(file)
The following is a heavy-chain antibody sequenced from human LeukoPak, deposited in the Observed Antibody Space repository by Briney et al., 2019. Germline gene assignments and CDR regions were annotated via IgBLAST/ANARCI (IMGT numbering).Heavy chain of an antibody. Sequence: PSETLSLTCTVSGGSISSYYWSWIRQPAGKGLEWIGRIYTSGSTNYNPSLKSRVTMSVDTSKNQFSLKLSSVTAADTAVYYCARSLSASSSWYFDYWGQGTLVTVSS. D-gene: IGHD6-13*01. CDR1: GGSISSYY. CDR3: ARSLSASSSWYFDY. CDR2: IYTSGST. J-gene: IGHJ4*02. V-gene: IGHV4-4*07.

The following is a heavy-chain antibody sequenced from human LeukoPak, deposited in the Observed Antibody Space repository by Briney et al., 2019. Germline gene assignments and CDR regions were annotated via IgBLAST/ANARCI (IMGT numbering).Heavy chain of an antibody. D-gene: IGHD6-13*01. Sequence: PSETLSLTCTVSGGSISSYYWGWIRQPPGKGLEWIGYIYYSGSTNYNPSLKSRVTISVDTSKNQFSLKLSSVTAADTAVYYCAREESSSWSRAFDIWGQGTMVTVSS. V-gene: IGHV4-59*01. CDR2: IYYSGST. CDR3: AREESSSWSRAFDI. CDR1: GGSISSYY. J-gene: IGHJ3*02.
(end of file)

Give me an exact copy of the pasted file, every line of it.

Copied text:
The following is a heavy-chain antibody sequenced from human LeukoPak, deposited in the Observed Antibody Space repository by Briney et al., 2019. Germline gene assignments and CDR regions were annotated via IgBLAST/ANARCI (IMGT numbering).Heavy chain of an antibody. Sequence: PSETLSLTCTVSGGSISSYYWSWIRQPAGKGLEWIGRIYTSGSTNYNPSLKSRVTMSVDTSKNQFSLKLSSVTAADTAVYYCARSLSASSSWYFDYWGQGTLVTVSS. D-gene: IGHD6-13*01. CDR1: GGSISSYY. CDR3: ARSLSASSSWYFDY. CDR2: IYTSGST. J-gene: IGHJ4*02. V-gene: IGHV4-4*07.

The following is a heavy-chain antibody sequenced from human LeukoPak, deposited in the Observed Antibody Space repository by Briney et al., 2019. Germline gene assignments and CDR regions were annotated via IgBLAST/ANARCI (IMGT numbering).Heavy chain of an antibody. D-gene: IGHD6-13*01. Sequence: PSETLSLTCTVSGGSISSYYWGWIRQPPGKGLEWIGYIYYSGSTNYNPSLKSRVTISVDTSKNQFSLKLSSVTAADTAVYYCAREESSSWSRAFDIWGQGTMVTVSS. V-gene: IGHV4-59*01. CDR2: IYYSGST. CDR3: AREESSSWSRAFDI. CDR1: GGSISSYY. J-gene: IGHJ3*02.